Wednesday, 7 October 2009

Pop Life at the Tate Modern

After last week’s visit to the Royal Academy of Arts, I continued my cultural excursions by going to see the exhibition Pop Life at the Tate Modern.

The exhibition looks at the increasing commercialisation of art, in particular the ways in which artists have embraced the world of business and commerce in order to promote themselves and their work as ‘brands’

I thought this was a really interesting idea in which to base an exhibition on, and overall I really liked it; but since it opened last week, it’s attracted a certain level of controversy. There’s a lot of sex, some of it quite explicit and one piece has already been removed. Some of it made me question whether I was looking at art or pornography!

The exhibition is dominated by the work of Andy Warhol, and the exhibition appears to take its inspiration from the quote made by Warhol when he said:

I suppose for purists the idea of art taking on the practices of big business, marketing and advertising goes against everything that art is meant to be about. But having thought about it, why should art be any different to other art forms like music, literature and film?

Before I went to the Tate I wasn’t that familiar with many of the artists whose pieces were on show. Obviously I knew who Warhol was, and he seems to be the founding father of this commercial approach, but since then other artists have come along and taken these ideas and pushed them further.

Of the other artists included in the exhibition, I really liked the recreation of the American artist Keith Haring's Pop Shop. The original shop was opened in Manhattan’s Soho district in 1986 and sold various merchandise like T-shirts, posters, badges and toys all bearing the images of Haring’s work.

Keith Haring

I think this idea of opening up your own shop to sell merchandise, promoting your own work and ‘brand’ style of art, perfectly illustrates this commercial production of art. What I also liked was that besides the cool art work on display, they also played some wicked old skool house and hip hop which made you feel like you were back in 1986!

Another artist featured who has gone on to develop this commercial approach is the Japanese artist Takashi Murakami. He's set up his own factory in New York to mass produce cheap art in various forms, such as sculptures, paintings, books, and videos.

There was a separate room with his work in, dominated by a large tv screen showing a video which featured the actress Kirsten Dunst, playing a Japanese anime character 'majokko' a magical princess.

She wears a blue wig and pink tutu and dances in the streets of Tokyo singing the song ‘Turning Japanese’ by the band the Vapoors.

The more controversial pieces were mainly by the artist Jeff Koons, whose ‘Heaven Project’ was being exhibited in a separate room. A room you can only enter if you're over the age of eighteen.

Inside it displays pieces depicting Koon having sex with his former wife the Italian/Hungarian porn star La Cicciolina. I wouldn’t have called any of it erotica as I thought it was too graphic for that. It just seemed like pornography masquerading as art.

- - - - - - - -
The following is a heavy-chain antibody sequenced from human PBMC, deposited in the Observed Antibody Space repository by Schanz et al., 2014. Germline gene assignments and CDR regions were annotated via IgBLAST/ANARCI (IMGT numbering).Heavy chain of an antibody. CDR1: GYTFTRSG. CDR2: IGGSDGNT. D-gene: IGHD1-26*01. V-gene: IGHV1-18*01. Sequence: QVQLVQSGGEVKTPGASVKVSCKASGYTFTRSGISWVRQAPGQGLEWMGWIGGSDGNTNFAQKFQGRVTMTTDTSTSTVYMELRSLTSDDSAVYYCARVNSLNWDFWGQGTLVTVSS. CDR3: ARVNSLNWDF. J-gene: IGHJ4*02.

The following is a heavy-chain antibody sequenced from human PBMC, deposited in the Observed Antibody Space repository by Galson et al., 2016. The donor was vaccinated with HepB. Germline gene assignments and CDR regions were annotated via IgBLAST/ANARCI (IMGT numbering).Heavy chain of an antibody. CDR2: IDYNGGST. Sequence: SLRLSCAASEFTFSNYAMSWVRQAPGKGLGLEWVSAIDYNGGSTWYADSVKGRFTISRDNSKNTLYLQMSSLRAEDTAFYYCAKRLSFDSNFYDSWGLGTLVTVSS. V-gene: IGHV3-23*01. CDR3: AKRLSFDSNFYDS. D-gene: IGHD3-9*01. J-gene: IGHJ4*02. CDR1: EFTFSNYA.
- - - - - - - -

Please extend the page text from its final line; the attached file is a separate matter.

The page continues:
I found it difficult to relate this work to the ideas of self-promotion and branding by an artist, unless Koon is simply trying to promote the idea that he managed to ‘pull’ a porn star.

Another piece I wasn’t convinced by was from the American performance artist Andrea Fraser. There was a room showing a film that she'd made, in which she has sex with a private collector. The collector paid $20,000 for the privilege, in order that he could have the opportunity of producing a form of ‘artwork’ with Fraser.

Now whenever I look at art I like to read the commentary and guide to give me some idea of what the piece is all about. I may or may not like the piece, but I still like to have some idea of what the artist is trying to say.

What's inspired the artist? What are they trying to depict or portray in their work?

For Fraser's film I read that:

‘by offering herself up for sale, she pushes….the viewer’s desire for intimacy with the artist to the logical extreme.’

I'm not sure about that! You can look at it as being, either a form of prostitution on her part; or the collector just acting like some kind of star struck groupie, by sleeping with an artist they admire?

The video was boring anyway, and it goes on for a good few hours. When I did have a look, it was just the pair of them fondling each other on a bed. It wasn’t sexy, erotic, or particularly interesting.

By the time I’d seen everything I did think to myself that Pop Life was a good exhibition. I didn’t like everything, some things seemed provocative for the sake of being provocative, but I’d never really given much thought to the idea of artists representing themselves and their work as brands, commodities, but when you think about it, it seems quite obvious really.

They only thing I’m slightly confused about is whether this commercial approach is about producing great art, or rather about promoting the artist as an individual and a brand. I may have to think about that one another time.

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